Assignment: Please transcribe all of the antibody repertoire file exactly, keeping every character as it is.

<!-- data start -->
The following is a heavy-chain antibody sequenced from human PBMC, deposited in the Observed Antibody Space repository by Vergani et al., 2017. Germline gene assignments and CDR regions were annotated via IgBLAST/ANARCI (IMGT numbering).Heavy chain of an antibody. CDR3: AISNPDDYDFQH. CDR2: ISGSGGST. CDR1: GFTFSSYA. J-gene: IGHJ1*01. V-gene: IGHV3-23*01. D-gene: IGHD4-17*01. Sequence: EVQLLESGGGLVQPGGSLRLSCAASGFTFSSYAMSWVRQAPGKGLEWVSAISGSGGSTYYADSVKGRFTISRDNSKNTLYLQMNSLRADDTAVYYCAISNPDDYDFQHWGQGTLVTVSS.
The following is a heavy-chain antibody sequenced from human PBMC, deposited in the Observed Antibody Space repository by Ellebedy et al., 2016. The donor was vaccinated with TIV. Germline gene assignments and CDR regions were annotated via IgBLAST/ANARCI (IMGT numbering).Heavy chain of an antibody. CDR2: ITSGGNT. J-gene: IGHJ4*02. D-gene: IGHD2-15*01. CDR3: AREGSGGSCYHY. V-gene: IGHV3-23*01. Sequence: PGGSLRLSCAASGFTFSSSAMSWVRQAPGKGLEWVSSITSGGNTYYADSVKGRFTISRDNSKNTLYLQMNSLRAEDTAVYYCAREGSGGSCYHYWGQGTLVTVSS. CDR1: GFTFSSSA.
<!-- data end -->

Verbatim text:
The following is a heavy-chain antibody sequenced from human PBMC, deposited in the Observed Antibody Space repository by Vergani et al., 2017. Germline gene assignments and CDR regions were annotated via IgBLAST/ANARCI (IMGT numbering).Heavy chain of an antibody. CDR3: AISNPDDYDFQH. CDR2: ISGSGGST. CDR1: GFTFSSYA. J-gene: IGHJ1*01. V-gene: IGHV3-23*01. D-gene: IGHD4-17*01. Sequence: EVQLLESGGGLVQPGGSLRLSCAASGFTFSSYAMSWVRQAPGKGLEWVSAISGSGGSTYYADSVKGRFTISRDNSKNTLYLQMNSLRADDTAVYYCAISNPDDYDFQHWGQGTLVTVSS.
The following is a heavy-chain antibody sequenced from human PBMC, deposited in the Observed Antibody Space repository by Ellebedy et al., 2016. The donor was vaccinated with TIV. Germline gene assignments and CDR regions were annotated via IgBLAST/ANARCI (IMGT numbering).Heavy chain of an antibody. CDR2: ITSGGNT. J-gene: IGHJ4*02. D-gene: IGHD2-15*01. CDR3: AREGSGGSCYHY. V-gene: IGHV3-23*01. Sequence: PGGSLRLSCAASGFTFSSSAMSWVRQAPGKGLEWVSSITSGGNTYYADSVKGRFTISRDNSKNTLYLQMNSLRAEDTAVYYCAREGSGGSCYHYWGQGTLVTVSS. CDR1: GFTFSSSA.